Dozens of people participated in a protest against UK’s ongoing weapon sales to Saudi Arabia, involved in a war in Yemen, that took place outside the Saudi Embassy in London.
The demonstration organized by the Campaign Against Arms Trade (CAAT) took place on Saturday.
The campaigners expressed their outrage over UK’s continuing arms sales to Saudi Arabia, which had been leading an international coalition fighting on the side of the internationally-recognized government of Yemeni President Abd Rabbuh Mansour Hadi in its war against the rebel Houthi movement since 2015. The conflict had already resulted in thousands of people killed and led to a dire humanitarian situation in the country.
“They [the UK government] have sold 1.6 billion pounds [over $2 billion] worth of weapons to the Saudi regime since the war began in March 2015, so we want to see the government put an end to this profiteering for the sake of all the deaths and devastation it has caused in one of the world’s poorest countries,” Ian Pocock, a spokesman for the CAAT rights group said.
Pocock called on the UK citizens to protest against government’s arms sales to Saudi Arabia amid the acute humanitarian crisis in the Middle Eastern country, stressing that London was “complicit in the assault on Yemen.”
In January, UK campaigners presented an open letter to Prime Minister Theresa May asking her to cancel a planned state visit by Saudi Crown Prince Mohammed bin Salman bin Abdulaziz Al Saud precisely due to the situation in Yemen.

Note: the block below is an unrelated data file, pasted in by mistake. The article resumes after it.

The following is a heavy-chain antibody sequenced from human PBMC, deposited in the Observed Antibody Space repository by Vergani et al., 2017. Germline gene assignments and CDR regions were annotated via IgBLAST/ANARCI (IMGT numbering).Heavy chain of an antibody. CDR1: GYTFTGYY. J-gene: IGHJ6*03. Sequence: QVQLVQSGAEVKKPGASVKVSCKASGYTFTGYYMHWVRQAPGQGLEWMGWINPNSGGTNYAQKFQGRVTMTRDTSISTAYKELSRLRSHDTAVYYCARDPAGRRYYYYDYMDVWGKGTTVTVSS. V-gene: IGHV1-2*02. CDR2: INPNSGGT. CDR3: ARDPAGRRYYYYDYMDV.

Whilst the letter has as yet gone unanswered, signatories have told Sputnik that they enjoy sizable support inside and outside of parliament, with lawmakers divided over the continued sale of weapons to Riyadh.
Stephen Bell, spokesman for the Stop the War Coalition, said that the UK government was “completely aligned, along with the US government, with the Saudi-led coalition.”
British weapons sales to Saudi Arabia have been a sore point for human rights campaigners for some years. Since Saudi Arabia stood at the helm of the coalition against the allegedly Iranian-backed Houthis, UK arms sales to the country increased dramatically, surging by almost 500 percent within two years.
Whereas London has long been a stalwart ally of Saudi Arabia, campaigners feel public opinion is at odds with government policy, with opinion polls indicating fully two thirds of the UK population oppose continued arms sales.
UN figures indicate that over 5,000 civilians have been killed in Yemen conflict, while the death toll in combat operations in the country has surpassed 10,000 people.
According to the International Committee of the Red Cross, over 20 million civilians in Yemen are dependent on aid, making it the largest humanitarian crisis in the contemporary world. The World Health Organisation has also reported the “worst cholera outbreak on record”, citing over 800,000 cases of infection as of late 2017.